evidence shows only a slight reduction in osteoarthritis pain. Most chondroitin products come as a combination product that also contains glucosamine. The recommended dose for chondroitin is 1200 mg once daily or in divided doses. Typical products contain 600 mg of chondroitin per tablet. Chondroitin can be safely taken for up to three years. There are some things to consider when deciding to use glucosamine or chondroitin. The use of either of these products should be avoided in patients with bleeding disorders or those who use anticoagulant or anti-platelet medications. There are also many drug interactions to look out for that your local pharmacist can help you identify. As is the case for any over-the-counter medication or herbal supplement, it is important to speak with your doctor or pharmacist before starting anything new. They may be able to help you find the best product suited to your needs. One last thing to keep in mind is that herbal supplements like glucosamine and chondroitin are not regulated by the Food and Drug Administration (FDA). This lack of regulation has resulted in some cases where glucosamine and chondroitin products did not contain the advertised dose. It is always important to make sure that whatever brand you choose is trusted and known to contain what is on the label. Your pharmacist can help you select a trusted product. For more information about glucosamine and chondroitin supplementation please speak to your pharmacist or go online at www.nlm.nih.gov/medlineplus/druginfo/ herb_All.html#G. references: Information taken from the Natural Standard database provided through the UNC Eshelman School of Pharmacy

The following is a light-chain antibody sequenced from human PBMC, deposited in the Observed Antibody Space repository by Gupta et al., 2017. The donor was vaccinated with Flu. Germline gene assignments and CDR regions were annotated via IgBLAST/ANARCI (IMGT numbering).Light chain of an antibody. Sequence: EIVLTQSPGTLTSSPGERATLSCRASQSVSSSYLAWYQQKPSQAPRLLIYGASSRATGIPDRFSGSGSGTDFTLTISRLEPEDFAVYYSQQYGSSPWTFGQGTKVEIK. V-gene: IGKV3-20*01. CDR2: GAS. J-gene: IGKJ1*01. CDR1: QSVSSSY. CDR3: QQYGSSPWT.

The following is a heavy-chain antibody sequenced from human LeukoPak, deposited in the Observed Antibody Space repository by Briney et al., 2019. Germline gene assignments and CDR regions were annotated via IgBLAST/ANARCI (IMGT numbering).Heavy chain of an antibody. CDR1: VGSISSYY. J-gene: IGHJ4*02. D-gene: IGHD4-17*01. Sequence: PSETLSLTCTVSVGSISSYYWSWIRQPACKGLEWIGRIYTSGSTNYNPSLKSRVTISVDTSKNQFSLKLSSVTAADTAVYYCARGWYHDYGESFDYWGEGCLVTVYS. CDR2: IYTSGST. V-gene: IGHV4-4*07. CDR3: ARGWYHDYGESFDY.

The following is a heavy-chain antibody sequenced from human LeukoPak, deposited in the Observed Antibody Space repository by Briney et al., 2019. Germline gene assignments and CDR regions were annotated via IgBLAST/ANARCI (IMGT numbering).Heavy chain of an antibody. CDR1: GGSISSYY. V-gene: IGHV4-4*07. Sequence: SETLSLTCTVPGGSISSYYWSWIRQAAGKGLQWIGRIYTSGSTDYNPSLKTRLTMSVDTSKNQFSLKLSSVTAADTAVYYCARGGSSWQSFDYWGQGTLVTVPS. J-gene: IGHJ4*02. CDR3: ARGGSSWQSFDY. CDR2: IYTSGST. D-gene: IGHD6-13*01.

Ehren Shelton is a fourth year pharmacy student at the UNC Eshelman School of Pharmacy, and is interning at Kerr Drug.

4701 Creedmoor Road Suite 111 Raleigh, NC 27612 www.NowHearThisClinic.com

919-256-2898

Now Hear This is the first clinic in the U.S. offering Accufit®, a breakthrough technology which helps ensure that virtually any style, size or brand of hearing aid provides you the most clear, accurate and comfortable hearing possible. We offer the most advanced technologies in hearing health care, including the gold standard, Real Ear Measurement, all administered by a licensed audiologist. No gimmicks, no hype, just professional, customerfocused service. This life-changing technology can help nearly anyone whose hearing has deteriorated due to age, illness, injury or even poorly performing hearing aids. Book an appointment today at 919-256-2898.

Are you feeling depressed? Are your medications not working? Duke University Medical Center is conducting a research study investigating treatment outcomes in adults with late-life depression. Participants will receive an acute course of electroconvulsive therapy (ECT). Those who respond to ECT will be randomly assigned to one of two groups for a six-month follow-up phase: a group that receives medication alone or a group that receives medication plus an investigational course of maintenance ECT.

To be eligible, you must meet the following requirements: • Be 60 years of age or older • Have current symptoms of depression such as sadness, trouble concentrating, and low energy

Please call 919-681-0603 for more information. Duke University Medical Center Sarah H. Lisanby, M.D. www.dukehealth.org

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THE PEOPLE WHO LOVE YOU DON’T LIKE SHOUTING AT YOU.